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My Encounters with the Master

by S. Ramaswamier (1)


I had been a member of the Theosophical Society about two months, when I went to the T.S. headquarters at Bombay in December 1881. After being there 2 or 3 days, Madame Blavatsky came to me one morning and said I was thinking of something special, and that she had Master’s orders to tell me to put it in writing and give it to her. I wrote a letter during the day.

Madame asked me to accompany her for a drive — somewhere between 6 and 7 p.m. As we went downstairs to get into the carriage, I gave her the letter. She put it into her pocket, and we immediately got into the carriage.

We got out at the telegraph-office, in order that a telegram might be sent to congratulate some friends who were being married.  Madame then said she felt the presence of the Masters at headquarters, and wanted to go back directly.

We usually walked up the road towards the house, but on this occasion Madame would not allow us to leave the carriage. As the carriage neared the portico, I saw the figure of a man leaning on the railing of the balcony with a letter between finger and thumb. We all remained motionless for a short time, the figure on the balcony also.

The letter was then thrown down by the figure. It fell near the carriage, on the ground. Colonel Olcott got out and took it up, and we all then ran up to the balcony. But no one was there.

The night was bright moonlight. The figure was tall about 6 ft., well-built, and the face very handsome. The eyes were very calm and motionless, giving an aspect of serenity. The hair was dark and long, the beard was short. He had a fehta [turban] on his head, and did not speak. I had never seen the figure before. Afterwards I recognised the resemblance between this figure and the portrait in possession of the Colonel, which I had not previously seen.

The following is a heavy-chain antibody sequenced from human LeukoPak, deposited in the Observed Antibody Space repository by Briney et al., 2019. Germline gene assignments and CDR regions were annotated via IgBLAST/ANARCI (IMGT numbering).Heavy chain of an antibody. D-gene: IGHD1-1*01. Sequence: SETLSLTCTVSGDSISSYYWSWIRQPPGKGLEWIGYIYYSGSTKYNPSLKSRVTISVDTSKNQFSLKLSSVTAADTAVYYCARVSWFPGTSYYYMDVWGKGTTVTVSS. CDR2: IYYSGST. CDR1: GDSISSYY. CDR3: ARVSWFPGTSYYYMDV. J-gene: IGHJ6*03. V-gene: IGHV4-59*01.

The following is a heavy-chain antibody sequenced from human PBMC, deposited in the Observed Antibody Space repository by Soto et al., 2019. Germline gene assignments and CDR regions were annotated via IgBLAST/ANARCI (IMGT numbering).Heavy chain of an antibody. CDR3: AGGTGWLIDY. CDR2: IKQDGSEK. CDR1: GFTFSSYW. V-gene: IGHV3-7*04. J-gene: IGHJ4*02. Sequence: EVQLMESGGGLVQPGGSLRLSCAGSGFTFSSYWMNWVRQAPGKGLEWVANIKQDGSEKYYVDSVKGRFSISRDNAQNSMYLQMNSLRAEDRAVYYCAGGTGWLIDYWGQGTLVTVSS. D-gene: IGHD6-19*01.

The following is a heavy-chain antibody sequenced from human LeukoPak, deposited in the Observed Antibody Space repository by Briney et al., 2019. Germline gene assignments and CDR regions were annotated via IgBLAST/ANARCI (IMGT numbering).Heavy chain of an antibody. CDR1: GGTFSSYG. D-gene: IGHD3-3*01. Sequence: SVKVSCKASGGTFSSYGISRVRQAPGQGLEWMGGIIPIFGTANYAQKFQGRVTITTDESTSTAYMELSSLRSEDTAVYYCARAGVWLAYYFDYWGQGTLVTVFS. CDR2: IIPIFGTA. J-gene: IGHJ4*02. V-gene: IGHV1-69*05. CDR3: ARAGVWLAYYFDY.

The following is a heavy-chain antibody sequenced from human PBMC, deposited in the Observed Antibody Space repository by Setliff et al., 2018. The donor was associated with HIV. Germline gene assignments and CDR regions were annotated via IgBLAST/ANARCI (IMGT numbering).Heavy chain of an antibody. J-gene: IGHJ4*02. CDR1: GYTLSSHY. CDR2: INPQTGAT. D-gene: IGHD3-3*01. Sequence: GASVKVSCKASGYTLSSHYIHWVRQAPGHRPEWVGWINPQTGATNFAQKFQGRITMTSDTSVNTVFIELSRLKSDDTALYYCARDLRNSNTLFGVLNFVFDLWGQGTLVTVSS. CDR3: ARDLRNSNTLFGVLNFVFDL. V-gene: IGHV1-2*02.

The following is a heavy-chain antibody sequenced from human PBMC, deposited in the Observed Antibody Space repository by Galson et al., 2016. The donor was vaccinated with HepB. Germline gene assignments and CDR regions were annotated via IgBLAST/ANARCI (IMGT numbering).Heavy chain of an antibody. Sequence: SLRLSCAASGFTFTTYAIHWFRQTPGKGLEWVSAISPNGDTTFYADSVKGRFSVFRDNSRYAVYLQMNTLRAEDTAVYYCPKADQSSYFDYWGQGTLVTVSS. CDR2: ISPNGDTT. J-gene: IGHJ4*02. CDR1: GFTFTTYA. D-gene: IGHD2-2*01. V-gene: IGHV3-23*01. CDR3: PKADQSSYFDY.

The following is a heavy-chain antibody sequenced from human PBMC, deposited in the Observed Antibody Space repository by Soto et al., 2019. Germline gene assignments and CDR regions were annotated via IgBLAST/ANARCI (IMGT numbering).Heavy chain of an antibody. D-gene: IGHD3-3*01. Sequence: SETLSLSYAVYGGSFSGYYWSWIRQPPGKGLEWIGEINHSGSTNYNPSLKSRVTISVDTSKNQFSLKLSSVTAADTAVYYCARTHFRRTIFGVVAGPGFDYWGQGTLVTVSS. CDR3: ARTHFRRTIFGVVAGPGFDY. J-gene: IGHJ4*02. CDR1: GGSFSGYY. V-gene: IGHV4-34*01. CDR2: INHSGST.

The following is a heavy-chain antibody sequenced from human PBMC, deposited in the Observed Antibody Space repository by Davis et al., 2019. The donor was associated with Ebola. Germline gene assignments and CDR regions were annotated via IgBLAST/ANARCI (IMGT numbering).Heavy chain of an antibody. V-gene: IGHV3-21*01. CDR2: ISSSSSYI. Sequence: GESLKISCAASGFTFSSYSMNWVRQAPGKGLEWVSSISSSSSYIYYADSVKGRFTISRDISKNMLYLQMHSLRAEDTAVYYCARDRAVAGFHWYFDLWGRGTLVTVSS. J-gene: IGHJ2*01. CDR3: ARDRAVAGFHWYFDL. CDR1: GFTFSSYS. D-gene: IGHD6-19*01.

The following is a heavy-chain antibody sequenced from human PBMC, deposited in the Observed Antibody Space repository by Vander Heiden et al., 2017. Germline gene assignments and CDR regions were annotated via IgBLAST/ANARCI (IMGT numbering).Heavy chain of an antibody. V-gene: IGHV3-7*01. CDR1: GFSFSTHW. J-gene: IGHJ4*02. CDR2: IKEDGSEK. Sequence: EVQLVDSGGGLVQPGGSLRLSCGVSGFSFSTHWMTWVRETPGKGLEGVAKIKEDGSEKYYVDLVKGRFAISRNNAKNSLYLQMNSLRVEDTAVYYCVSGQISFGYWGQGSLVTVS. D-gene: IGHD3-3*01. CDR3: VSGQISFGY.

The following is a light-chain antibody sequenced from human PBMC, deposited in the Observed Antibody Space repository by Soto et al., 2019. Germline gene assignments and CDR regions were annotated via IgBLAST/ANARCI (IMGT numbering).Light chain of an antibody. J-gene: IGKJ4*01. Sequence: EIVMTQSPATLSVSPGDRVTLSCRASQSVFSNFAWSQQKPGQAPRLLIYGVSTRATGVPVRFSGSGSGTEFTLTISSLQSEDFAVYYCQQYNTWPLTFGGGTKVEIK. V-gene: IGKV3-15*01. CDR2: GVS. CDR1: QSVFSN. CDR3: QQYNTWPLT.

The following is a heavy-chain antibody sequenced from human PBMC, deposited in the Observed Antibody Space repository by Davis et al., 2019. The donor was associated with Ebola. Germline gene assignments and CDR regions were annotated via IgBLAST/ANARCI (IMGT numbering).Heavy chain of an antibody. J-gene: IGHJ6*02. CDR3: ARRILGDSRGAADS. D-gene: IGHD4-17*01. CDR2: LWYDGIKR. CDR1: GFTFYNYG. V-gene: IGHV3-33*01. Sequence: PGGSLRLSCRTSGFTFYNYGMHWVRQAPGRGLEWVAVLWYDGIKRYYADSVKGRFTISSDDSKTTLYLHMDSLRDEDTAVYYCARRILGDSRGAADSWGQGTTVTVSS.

The letter was addressed to me, and contained words to the effect that every man must have his own deserts, and that if I deserved well of the Mahatmas they would assist me; also that my desire to become a pupil had not been long in existence, and that I should wait to see whether it was a mere passing thought or not. (In my letter I had expressed a desire, among other things, to become a pupil.) This was the whole substance of the letter, in my own words. Time - between 7 and 8 p.m.

Then next year my health having been disturbed by official work and worry, I applied for leave on medical certificate and it was duly granted.

Then one day in September 1882, while I was reading in my room [in the town of Tinnevelly, southern India], I was ordered by the audible voice of my blessed Guru Morya to leave all and proceed immediately to Bombay, whence I had to go in search of Madame Blavatsky wherever I could find her and follow her wherever she went. Without losing a moment, I closed up all my affairs and left.

Arrived at Bombay, I found Madame Blavatsky gone. Really not knowing whither I had best go, I took a through ticket to Calcutta; but, on reaching Allahabad, I heard the same well-known voice directing me to go to Berhampore.

On the 23rd of September, I was brought by Nobin Babu from Calcutta to Chandernagore, where I found Madame Blavatsky, ready to start with the train to go to Darjeeling. When the train arrived, she got into the carriage. I myself had barely time to jump into the last carriage.

The first days of her arrival in Darjeeling Madame Blavatsky was living at the house of a Bengalee gentleman, a Theosophist; she was refusing to see any one. To all our importunities we could get only this answer from her: that we had no business, to stick to and follow her, that she did not want us, and that she had no right to disturb the Mahatmas with all sorts of questions.

In despair, I determined, come what might, to cross the frontier, which is about a dozen miles from here, and find the Mahatmas, or—DIE. Without breathing a word of my intentions to anyone, one morning, namely, October 5, I set out in search of the Mahatma. The same afternoon I reached the banks of the Rungit River, which forms the boundary between the British and Sikkim territories.